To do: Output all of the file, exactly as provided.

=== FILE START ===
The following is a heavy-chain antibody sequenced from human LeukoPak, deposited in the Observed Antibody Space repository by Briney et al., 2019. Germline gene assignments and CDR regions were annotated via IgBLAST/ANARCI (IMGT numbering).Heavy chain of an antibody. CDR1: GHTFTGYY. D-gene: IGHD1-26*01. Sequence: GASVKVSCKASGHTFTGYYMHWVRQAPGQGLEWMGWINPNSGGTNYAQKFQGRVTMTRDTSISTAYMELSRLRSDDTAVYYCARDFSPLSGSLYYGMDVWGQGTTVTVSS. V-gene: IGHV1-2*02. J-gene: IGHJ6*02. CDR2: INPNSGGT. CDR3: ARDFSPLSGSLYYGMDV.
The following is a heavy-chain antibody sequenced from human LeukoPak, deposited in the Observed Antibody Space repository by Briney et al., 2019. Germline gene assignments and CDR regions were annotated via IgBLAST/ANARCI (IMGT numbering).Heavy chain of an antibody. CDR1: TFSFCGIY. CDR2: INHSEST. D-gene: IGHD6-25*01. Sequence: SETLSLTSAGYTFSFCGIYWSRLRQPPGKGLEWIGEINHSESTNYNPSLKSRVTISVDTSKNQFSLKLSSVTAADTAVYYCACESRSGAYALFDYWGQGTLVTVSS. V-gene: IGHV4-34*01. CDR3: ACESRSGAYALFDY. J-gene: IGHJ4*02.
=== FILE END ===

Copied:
The following is a heavy-chain antibody sequenced from human LeukoPak, deposited in the Observed Antibody Space repository by Briney et al., 2019. Germline gene assignments and CDR regions were annotated via IgBLAST/ANARCI (IMGT numbering).Heavy chain of an antibody. CDR1: GHTFTGYY. D-gene: IGHD1-26*01. Sequence: GASVKVSCKASGHTFTGYYMHWVRQAPGQGLEWMGWINPNSGGTNYAQKFQGRVTMTRDTSISTAYMELSRLRSDDTAVYYCARDFSPLSGSLYYGMDVWGQGTTVTVSS. V-gene: IGHV1-2*02. J-gene: IGHJ6*02. CDR2: INPNSGGT. CDR3: ARDFSPLSGSLYYGMDV.
The following is a heavy-chain antibody sequenced from human LeukoPak, deposited in the Observed Antibody Space repository by Briney et al., 2019. Germline gene assignments and CDR regions were annotated via IgBLAST/ANARCI (IMGT numbering).Heavy chain of an antibody. CDR1: TFSFCGIY. CDR2: INHSEST. D-gene: IGHD6-25*01. Sequence: SETLSLTSAGYTFSFCGIYWSRLRQPPGKGLEWIGEINHSESTNYNPSLKSRVTISVDTSKNQFSLKLSSVTAADTAVYYCACESRSGAYALFDYWGQGTLVTVSS. V-gene: IGHV4-34*01. CDR3: ACESRSGAYALFDY. J-gene: IGHJ4*02.